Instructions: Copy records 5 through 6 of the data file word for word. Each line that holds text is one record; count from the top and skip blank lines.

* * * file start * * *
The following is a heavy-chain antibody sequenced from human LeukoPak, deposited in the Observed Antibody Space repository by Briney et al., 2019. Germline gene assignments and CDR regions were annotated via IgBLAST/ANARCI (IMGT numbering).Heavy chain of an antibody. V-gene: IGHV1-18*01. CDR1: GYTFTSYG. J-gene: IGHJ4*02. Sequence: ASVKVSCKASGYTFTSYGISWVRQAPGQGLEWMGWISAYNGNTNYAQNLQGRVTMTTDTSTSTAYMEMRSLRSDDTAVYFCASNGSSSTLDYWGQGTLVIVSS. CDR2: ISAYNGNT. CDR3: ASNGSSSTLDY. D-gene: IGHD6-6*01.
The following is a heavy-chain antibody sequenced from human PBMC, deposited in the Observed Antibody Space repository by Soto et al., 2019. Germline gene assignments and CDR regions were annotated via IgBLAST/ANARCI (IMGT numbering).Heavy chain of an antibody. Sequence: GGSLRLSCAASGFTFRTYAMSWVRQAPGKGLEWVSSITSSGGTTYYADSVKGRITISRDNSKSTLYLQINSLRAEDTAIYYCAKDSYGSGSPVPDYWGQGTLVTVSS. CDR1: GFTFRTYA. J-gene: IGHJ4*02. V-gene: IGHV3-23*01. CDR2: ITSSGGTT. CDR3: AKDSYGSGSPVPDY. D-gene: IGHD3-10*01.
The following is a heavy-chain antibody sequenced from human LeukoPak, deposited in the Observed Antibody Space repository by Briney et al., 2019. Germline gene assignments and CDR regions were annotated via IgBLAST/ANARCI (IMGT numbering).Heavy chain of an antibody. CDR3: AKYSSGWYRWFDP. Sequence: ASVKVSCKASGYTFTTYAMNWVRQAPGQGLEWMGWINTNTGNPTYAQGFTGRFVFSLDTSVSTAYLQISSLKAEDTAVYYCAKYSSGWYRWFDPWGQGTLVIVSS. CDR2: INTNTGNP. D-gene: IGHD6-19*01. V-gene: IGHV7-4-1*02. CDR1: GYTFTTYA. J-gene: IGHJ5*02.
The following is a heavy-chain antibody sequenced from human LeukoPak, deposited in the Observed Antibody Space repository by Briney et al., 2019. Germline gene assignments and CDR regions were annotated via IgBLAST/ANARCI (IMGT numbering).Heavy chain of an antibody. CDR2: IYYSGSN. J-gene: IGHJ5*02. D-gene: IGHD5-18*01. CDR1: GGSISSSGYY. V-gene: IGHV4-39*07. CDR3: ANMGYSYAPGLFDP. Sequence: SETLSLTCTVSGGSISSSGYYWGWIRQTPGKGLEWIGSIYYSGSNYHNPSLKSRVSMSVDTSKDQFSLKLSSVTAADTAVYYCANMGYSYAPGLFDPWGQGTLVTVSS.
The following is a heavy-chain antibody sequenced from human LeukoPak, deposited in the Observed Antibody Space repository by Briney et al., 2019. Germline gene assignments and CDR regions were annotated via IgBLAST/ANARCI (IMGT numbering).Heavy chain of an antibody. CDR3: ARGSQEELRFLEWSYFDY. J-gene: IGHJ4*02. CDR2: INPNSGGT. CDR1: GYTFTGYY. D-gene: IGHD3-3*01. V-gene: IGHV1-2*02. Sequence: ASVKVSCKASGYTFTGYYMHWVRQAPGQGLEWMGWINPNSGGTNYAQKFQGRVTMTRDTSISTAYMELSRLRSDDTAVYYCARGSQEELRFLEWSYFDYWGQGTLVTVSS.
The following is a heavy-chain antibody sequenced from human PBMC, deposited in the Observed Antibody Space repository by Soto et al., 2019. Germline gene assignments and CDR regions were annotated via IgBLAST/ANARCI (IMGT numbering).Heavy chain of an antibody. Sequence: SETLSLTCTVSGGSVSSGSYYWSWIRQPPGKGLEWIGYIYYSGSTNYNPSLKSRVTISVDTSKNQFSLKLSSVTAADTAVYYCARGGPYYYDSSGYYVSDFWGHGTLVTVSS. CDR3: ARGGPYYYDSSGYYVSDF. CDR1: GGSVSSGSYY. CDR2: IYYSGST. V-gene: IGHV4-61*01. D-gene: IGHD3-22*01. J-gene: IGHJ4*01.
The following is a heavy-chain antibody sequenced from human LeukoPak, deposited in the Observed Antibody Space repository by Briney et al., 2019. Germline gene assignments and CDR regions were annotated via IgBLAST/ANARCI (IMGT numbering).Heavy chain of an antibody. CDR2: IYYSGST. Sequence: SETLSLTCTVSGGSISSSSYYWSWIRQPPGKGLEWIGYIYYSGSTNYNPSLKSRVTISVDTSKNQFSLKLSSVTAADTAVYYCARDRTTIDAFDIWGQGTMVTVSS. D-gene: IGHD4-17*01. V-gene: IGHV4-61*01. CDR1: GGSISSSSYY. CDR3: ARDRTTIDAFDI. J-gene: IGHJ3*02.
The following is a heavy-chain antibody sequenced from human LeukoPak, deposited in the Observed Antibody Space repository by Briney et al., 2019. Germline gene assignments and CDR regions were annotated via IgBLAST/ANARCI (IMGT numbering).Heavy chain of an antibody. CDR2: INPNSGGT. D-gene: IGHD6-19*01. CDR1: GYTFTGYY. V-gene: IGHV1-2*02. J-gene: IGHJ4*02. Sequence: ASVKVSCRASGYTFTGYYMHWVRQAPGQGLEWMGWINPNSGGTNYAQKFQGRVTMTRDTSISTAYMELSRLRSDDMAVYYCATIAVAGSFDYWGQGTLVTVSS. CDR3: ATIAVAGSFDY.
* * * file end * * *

The following is a heavy-chain antibody sequenced from human LeukoPak, deposited in the Observed Antibody Space repository by Briney et al., 2019. Germline gene assignments and CDR regions were annotated via IgBLAST/ANARCI (IMGT numbering).Heavy chain of an antibody. CDR3: ARGSQEELRFLEWSYFDY. J-gene: IGHJ4*02. CDR2: INPNSGGT. CDR1: GYTFTGYY. D-gene: IGHD3-3*01. V-gene: IGHV1-2*02. Sequence: ASVKVSCKASGYTFTGYYMHWVRQAPGQGLEWMGWINPNSGGTNYAQKFQGRVTMTRDTSISTAYMELSRLRSDDTAVYYCARGSQEELRFLEWSYFDYWGQGTLVTVSS.
The following is a heavy-chain antibody sequenced from human PBMC, deposited in the Observed Antibody Space repository by Soto et al., 2019. Germline gene assignments and CDR regions were annotated via IgBLAST/ANARCI (IMGT numbering).Heavy chain of an antibody. Sequence: SETLSLTCTVSGGSVSSGSYYWSWIRQPPGKGLEWIGYIYYSGSTNYNPSLKSRVTISVDTSKNQFSLKLSSVTAADTAVYYCARGGPYYYDSSGYYVSDFWGHGTLVTVSS. CDR3: ARGGPYYYDSSGYYVSDF. CDR1: GGSVSSGSYY. CDR2: IYYSGST. V-gene: IGHV4-61*01. D-gene: IGHD3-22*01. J-gene: IGHJ4*01.